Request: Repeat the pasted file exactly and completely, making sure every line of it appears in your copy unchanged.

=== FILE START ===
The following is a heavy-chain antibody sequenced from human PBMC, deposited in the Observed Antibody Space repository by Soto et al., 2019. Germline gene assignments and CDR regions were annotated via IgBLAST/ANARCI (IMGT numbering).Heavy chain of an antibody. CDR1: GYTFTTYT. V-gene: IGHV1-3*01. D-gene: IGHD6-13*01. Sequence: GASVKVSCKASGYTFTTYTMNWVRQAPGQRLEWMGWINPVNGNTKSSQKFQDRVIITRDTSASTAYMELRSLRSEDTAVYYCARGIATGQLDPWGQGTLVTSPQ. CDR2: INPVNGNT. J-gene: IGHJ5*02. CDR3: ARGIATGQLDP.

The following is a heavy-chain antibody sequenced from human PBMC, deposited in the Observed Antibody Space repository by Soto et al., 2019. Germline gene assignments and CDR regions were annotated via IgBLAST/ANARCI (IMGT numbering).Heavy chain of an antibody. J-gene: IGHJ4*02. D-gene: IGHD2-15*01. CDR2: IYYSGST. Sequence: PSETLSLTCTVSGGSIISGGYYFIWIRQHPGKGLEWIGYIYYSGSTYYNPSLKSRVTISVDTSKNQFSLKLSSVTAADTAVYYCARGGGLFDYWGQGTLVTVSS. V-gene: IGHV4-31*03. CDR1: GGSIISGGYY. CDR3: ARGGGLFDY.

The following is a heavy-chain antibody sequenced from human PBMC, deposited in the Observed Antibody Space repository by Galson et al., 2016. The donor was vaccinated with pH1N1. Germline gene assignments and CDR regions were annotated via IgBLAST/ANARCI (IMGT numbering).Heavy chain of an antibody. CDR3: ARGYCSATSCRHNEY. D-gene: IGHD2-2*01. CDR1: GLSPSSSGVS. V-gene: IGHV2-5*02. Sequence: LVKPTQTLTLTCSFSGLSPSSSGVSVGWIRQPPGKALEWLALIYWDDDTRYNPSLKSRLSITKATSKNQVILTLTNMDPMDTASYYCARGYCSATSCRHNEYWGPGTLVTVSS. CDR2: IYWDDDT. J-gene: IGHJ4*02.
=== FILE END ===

The following is a heavy-chain antibody sequenced from human PBMC, deposited in the Observed Antibody Space repository by Soto et al., 2019. Germline gene assignments and CDR regions were annotated via IgBLAST/ANARCI (IMGT numbering).Heavy chain of an antibody. CDR1: GYTFTTYT. V-gene: IGHV1-3*01. D-gene: IGHD6-13*01. Sequence: GASVKVSCKASGYTFTTYTMNWVRQAPGQRLEWMGWINPVNGNTKSSQKFQDRVIITRDTSASTAYMELRSLRSEDTAVYYCARGIATGQLDPWGQGTLVTSPQ. CDR2: INPVNGNT. J-gene: IGHJ5*02. CDR3: ARGIATGQLDP.

The following is a heavy-chain antibody sequenced from human PBMC, deposited in the Observed Antibody Space repository by Soto et al., 2019. Germline gene assignments and CDR regions were annotated via IgBLAST/ANARCI (IMGT numbering).Heavy chain of an antibody. J-gene: IGHJ4*02. D-gene: IGHD2-15*01. CDR2: IYYSGST. Sequence: PSETLSLTCTVSGGSIISGGYYFIWIRQHPGKGLEWIGYIYYSGSTYYNPSLKSRVTISVDTSKNQFSLKLSSVTAADTAVYYCARGGGLFDYWGQGTLVTVSS. V-gene: IGHV4-31*03. CDR1: GGSIISGGYY. CDR3: ARGGGLFDY.

The following is a heavy-chain antibody sequenced from human PBMC, deposited in the Observed Antibody Space repository by Galson et al., 2016. The donor was vaccinated with pH1N1. Germline gene assignments and CDR regions were annotated via IgBLAST/ANARCI (IMGT numbering).Heavy chain of an antibody. CDR3: ARGYCSATSCRHNEY. D-gene: IGHD2-2*01. CDR1: GLSPSSSGVS. V-gene: IGHV2-5*02. Sequence: LVKPTQTLTLTCSFSGLSPSSSGVSVGWIRQPPGKALEWLALIYWDDDTRYNPSLKSRLSITKATSKNQVILTLTNMDPMDTASYYCARGYCSATSCRHNEYWGPGTLVTVSS. CDR2: IYWDDDT. J-gene: IGHJ4*02.